In the RFS2 Final Rule, the methodologies used for calculating lifecycle GHG emissions were revised, generally resulting in a reduction in estimated lifecycle GHG emissions. EPA states that these modifications are based on comments from the public and peer reviewers during the rulemaking process, and changes in the developing science. In particular, the revised calculations project less indirect GHG emissions as a result of international land use changes. While the proposed rule had considered various timeframes and discount rates for calculating GHG impacts, the final rule adopts a 30-year time frame and applies no discount rate.

Based on its revised lifecycle analyses, EPA has determined that ethanol produced from corn starch at new facilities using natural gas, biomass or biogas for process energy and using advanced, efficient technologies expected to be typical for new facilities will meet the 20 percent GHG emission reduction threshold. Likewise, biodiesel and renewable diesel from soy oil or waste oils, fats and greases will exceed the 50 percent GHG threshold for biomass-based diesel. Biodiesel and renewable diesel produced from algal oils are also modeled to comply with the 50 percent threshold. Finally, the modeled pathways for cellulosic ethanol and cellulosic diesel would comply with the 60 percent reduction threshold. EPA expects that lifecycle analyses for various production methodologies will continue to change over time as scientific knowledge in this area continues to evolve.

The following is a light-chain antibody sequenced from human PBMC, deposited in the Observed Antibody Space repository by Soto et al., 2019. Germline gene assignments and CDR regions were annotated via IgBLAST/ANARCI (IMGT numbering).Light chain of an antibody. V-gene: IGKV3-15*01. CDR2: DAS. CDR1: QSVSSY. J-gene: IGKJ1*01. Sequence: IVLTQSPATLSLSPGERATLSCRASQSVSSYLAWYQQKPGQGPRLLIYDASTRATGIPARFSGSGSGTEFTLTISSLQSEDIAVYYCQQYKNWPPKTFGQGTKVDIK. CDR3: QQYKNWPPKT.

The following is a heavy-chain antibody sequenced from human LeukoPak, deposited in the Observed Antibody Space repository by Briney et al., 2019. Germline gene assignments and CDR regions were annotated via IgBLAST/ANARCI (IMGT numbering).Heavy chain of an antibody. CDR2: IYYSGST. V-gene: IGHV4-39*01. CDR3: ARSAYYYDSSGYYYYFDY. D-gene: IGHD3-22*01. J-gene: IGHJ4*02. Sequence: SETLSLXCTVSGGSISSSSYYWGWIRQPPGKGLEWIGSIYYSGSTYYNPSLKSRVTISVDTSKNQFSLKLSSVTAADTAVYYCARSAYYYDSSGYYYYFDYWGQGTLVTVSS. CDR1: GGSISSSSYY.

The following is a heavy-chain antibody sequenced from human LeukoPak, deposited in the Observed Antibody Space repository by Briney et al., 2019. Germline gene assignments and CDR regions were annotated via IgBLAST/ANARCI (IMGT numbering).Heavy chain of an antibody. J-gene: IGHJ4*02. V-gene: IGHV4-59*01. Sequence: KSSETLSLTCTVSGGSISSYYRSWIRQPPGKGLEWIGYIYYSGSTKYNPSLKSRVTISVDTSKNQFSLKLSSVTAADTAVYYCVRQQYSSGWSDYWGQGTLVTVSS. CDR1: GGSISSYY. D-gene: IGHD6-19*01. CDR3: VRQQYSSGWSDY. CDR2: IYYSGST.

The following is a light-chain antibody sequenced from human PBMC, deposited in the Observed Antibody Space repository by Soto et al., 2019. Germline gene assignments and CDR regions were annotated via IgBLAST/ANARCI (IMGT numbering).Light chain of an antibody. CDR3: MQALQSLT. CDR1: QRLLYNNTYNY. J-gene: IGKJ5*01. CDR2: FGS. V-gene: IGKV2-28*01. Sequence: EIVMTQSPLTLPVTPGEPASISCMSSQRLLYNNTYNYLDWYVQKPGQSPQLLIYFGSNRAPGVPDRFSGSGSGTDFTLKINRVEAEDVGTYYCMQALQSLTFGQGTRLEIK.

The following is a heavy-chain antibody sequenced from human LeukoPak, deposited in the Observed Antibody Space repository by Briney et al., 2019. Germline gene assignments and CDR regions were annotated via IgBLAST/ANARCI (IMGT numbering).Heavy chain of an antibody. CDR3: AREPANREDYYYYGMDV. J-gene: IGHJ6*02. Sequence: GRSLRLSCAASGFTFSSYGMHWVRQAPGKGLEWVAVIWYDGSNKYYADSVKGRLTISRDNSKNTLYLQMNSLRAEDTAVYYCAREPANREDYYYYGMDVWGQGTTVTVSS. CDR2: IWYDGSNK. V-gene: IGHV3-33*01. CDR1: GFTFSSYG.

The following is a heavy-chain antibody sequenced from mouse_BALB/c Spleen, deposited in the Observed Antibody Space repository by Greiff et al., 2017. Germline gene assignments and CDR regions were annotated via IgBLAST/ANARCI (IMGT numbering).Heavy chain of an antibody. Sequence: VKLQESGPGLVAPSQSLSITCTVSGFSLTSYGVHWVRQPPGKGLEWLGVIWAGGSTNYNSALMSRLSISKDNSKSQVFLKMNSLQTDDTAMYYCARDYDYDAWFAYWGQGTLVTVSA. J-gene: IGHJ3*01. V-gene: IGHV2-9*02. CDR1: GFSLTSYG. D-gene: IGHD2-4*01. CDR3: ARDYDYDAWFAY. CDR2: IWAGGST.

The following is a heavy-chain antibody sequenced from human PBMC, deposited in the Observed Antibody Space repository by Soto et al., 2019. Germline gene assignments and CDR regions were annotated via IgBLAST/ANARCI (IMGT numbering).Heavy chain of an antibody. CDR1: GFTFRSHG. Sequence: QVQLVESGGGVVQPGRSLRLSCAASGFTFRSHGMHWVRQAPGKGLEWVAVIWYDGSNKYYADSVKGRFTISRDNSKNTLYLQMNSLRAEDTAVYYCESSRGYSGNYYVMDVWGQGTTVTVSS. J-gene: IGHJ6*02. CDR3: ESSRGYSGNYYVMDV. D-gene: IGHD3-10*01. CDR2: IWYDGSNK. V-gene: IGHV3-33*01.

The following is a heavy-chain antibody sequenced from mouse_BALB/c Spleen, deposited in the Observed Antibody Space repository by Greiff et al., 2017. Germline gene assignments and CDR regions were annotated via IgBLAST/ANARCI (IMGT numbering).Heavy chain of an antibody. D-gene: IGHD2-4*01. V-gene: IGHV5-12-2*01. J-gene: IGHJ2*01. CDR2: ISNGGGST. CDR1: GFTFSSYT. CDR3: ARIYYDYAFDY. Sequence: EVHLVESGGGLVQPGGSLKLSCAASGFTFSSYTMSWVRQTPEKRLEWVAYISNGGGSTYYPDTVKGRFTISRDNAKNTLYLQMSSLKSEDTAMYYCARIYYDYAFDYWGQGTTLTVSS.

Importantly, the RFS2 Final Rule maintains the grandfathering provision that exempts fuel from the existing capacity of current facilities and facilities that commenced construction prior to December 19, 2007, from compliance with the 20 percent lifecycle requirement. For facilities that use natural gas or biodiesel for process heat, the exemption date is extended to December 31, 2009. While the RFS2 Proposed Rule had raised the question of whether this exemption should be phased-out over time, under the RFS2 Final Rule, the exemption continues indefinitely.

Conclusion

The RFS2 Final Rule adopts ambitious targets for renewable fuel production, including targets for advanced biofuels and cellulosic biofuels, which are widely thought to be significantly beyond the capacity limits of current technology. Compliance with these targets will require significant expansion of production in the renewable fuels industry. In addition, the regulations impose for the first time the obligation to comply with GHG reduction requirements that requires a lifecycle GHG analysis for each type of renewable fuel produced. Regulated parties need to carefully follow the procedures established for verifying and demonstrating compliance with these requirements. In addition, regulated parties will need to monitor EPA’s actions to determine changes in annual production requirements, and any changes that may occur in lifecycle GHG analyses for various production methodologies. It is likely that requirements in this area will continue to evolve and change over time.

For additional background on RFS1 and EISA, and additional detail on some of the modifications to RFS1 that are described above, please see our earlier Client Update on the RFS2 Proposed Rule, “US EPA Proposes New Regulations that will Shape the Future of the Renewable Fuels Industry for 2010 and Beyond.”2